ONE TOO MANY
BUCK: 6 ⁄8 “KLONDIKE,” A 180 -INCH TYPICAL HUNTER: JARED LURK, PHARMACIST, DRURY OUTDOORS TEAM MEMBER LOCATION: IOWA DATE OF KILL: DEC. 21, 2015
In 2011 I got pics of a great buck, and when he showed up again on camera in mid October 2012, he stopped me in my tracks. I named him Klondike, because getting him would be like striking gold.
Problem was, I was already obsessed with another huge buck I’d named Hightower. I’d been hunting him since 2006, and seen him only a dozen times or so in that time— and I probably sat 30 times for every encounter or two. I was out of my mind over Hightower. Honestly, I let my quest for him cut too much into my family time.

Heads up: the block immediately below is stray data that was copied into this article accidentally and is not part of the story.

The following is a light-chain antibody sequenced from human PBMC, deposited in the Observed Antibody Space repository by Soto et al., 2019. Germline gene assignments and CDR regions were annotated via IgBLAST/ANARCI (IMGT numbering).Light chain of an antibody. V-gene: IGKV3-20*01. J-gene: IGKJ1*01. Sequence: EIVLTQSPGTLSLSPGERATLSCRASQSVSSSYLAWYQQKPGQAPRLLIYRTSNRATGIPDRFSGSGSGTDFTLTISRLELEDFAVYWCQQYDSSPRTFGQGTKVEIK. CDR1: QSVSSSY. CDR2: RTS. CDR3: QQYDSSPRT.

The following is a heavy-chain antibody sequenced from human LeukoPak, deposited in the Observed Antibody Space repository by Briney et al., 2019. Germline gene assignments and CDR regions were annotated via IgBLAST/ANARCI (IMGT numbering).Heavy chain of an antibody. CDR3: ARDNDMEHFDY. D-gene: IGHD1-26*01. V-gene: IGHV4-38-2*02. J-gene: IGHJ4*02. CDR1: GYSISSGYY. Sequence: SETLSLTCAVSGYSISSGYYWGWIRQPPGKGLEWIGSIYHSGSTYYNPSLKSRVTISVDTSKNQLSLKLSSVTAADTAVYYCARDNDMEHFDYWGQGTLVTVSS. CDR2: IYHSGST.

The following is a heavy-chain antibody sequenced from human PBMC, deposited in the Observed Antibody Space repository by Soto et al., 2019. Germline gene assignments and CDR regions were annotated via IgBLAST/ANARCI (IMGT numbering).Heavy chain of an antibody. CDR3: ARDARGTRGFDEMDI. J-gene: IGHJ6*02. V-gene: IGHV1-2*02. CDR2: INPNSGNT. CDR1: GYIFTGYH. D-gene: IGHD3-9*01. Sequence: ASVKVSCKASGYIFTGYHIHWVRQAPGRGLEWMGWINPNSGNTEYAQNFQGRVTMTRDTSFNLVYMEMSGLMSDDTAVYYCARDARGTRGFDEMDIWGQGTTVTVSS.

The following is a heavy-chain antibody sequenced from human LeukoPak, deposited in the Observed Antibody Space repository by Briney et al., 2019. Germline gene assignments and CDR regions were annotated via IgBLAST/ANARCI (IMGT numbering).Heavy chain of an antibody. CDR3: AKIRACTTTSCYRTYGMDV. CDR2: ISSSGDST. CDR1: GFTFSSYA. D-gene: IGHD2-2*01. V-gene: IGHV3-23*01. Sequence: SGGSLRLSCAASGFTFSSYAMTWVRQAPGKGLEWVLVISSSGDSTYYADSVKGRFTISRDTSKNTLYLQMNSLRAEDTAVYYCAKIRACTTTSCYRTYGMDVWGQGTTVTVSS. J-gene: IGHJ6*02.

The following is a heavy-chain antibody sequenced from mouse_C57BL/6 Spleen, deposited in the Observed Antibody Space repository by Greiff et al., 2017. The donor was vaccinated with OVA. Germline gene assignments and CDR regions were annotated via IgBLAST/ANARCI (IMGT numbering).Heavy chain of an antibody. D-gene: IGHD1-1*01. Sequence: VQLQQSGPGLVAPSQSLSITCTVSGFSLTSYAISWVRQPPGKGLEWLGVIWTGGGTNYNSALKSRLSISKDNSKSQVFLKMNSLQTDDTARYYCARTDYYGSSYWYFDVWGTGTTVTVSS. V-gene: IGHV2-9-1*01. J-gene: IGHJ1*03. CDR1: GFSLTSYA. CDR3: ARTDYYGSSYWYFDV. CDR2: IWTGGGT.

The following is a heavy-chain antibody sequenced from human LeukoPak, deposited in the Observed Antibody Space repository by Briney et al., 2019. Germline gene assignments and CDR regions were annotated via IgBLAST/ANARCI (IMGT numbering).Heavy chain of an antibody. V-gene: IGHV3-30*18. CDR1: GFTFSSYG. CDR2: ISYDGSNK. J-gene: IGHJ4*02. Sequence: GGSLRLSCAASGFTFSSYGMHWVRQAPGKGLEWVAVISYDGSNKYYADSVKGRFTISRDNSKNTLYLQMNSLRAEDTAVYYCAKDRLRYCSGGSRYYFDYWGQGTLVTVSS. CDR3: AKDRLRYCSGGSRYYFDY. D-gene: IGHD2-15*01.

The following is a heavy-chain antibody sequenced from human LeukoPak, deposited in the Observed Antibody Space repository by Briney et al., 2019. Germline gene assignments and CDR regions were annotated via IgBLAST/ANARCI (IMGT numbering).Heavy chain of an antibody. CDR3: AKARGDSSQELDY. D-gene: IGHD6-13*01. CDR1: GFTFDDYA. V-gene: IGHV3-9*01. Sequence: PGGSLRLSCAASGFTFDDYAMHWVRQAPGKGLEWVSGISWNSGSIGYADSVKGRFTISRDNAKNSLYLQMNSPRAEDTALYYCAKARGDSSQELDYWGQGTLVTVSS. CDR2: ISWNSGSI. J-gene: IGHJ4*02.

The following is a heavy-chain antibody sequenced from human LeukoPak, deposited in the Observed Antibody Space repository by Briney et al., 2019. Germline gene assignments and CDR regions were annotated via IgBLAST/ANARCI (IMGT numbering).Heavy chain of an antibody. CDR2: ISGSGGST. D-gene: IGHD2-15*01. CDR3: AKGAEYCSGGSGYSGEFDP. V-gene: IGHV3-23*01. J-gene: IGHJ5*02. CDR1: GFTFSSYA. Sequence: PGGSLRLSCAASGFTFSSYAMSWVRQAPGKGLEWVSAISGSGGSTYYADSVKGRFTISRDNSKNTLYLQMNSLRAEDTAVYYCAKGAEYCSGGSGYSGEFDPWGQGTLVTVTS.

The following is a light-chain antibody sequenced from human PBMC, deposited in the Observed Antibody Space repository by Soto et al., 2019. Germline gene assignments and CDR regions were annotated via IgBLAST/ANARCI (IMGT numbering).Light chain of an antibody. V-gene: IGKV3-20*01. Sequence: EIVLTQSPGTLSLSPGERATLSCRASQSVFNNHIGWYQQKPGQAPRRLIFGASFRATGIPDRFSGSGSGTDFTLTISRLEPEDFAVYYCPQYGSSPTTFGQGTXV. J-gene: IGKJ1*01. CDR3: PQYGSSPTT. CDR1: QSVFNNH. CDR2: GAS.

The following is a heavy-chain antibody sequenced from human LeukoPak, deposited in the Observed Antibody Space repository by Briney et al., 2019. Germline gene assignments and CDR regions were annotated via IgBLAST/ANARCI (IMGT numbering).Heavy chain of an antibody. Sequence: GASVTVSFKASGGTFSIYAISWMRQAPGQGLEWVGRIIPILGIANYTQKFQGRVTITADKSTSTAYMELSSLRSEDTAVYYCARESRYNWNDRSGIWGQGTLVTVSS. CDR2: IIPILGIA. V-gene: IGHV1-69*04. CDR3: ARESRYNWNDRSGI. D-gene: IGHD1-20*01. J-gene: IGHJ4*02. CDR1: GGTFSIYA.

Finally in 2013, I killed Hightower during the late muzzleloader season. At 184 and change, it was the biggest buck of my life. But when Klondike showed up on camera in September of 2014, he was just about as big. I really wanted this deer, but I knew I couldn’t put myself or my family through another campaign like the one with Hightower. But I also realized that I didn’t have to.
Hightower was an over-thetop obsession, but what I learned from hunting him allowed me to chase this new quest much more efficiently. I went over my history with Hightower, and my trail-cam
record of both bucks, and I noted the periods when the deer showed up in daylight. Then I concentrated my hunting on similar days, and my ratio of sightings to sits with Klondike went way up. In 2015, I had a new baby and couldn’t hunt him until the last part of the season. I killed him on my third sit, on the opening day of muzzleloader season. —D.H.
Eating Late After a long breeding season, big bucks feed heavily.
“Klondike,” Lurk, and son Henry.